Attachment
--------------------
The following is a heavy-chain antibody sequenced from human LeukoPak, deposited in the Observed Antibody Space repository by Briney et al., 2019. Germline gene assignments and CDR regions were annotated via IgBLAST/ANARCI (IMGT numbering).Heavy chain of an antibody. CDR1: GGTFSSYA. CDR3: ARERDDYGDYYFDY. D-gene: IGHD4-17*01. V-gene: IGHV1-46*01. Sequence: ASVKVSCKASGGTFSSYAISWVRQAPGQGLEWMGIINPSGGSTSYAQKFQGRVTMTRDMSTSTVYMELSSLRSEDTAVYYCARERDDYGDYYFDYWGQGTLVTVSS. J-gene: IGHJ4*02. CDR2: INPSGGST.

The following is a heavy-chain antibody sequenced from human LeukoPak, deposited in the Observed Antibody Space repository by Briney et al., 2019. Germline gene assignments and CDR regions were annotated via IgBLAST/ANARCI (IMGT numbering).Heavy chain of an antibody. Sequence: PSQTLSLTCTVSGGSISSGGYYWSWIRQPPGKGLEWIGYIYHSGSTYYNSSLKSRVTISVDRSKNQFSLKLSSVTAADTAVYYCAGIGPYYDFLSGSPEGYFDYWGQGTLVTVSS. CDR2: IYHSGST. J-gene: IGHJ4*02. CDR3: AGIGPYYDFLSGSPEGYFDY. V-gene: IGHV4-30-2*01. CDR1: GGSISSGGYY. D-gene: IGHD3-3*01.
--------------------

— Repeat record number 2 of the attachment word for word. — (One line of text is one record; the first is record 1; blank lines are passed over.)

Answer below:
The following is a heavy-chain antibody sequenced from human LeukoPak, deposited in the Observed Antibody Space repository by Briney et al., 2019. Germline gene assignments and CDR regions were annotated via IgBLAST/ANARCI (IMGT numbering).Heavy chain of an antibody. Sequence: PSQTLSLTCTVSGGSISSGGYYWSWIRQPPGKGLEWIGYIYHSGSTYYNSSLKSRVTISVDRSKNQFSLKLSSVTAADTAVYYCAGIGPYYDFLSGSPEGYFDYWGQGTLVTVSS. CDR2: IYHSGST. J-gene: IGHJ4*02. CDR3: AGIGPYYDFLSGSPEGYFDY. V-gene: IGHV4-30-2*01. CDR1: GGSISSGGYY. D-gene: IGHD3-3*01.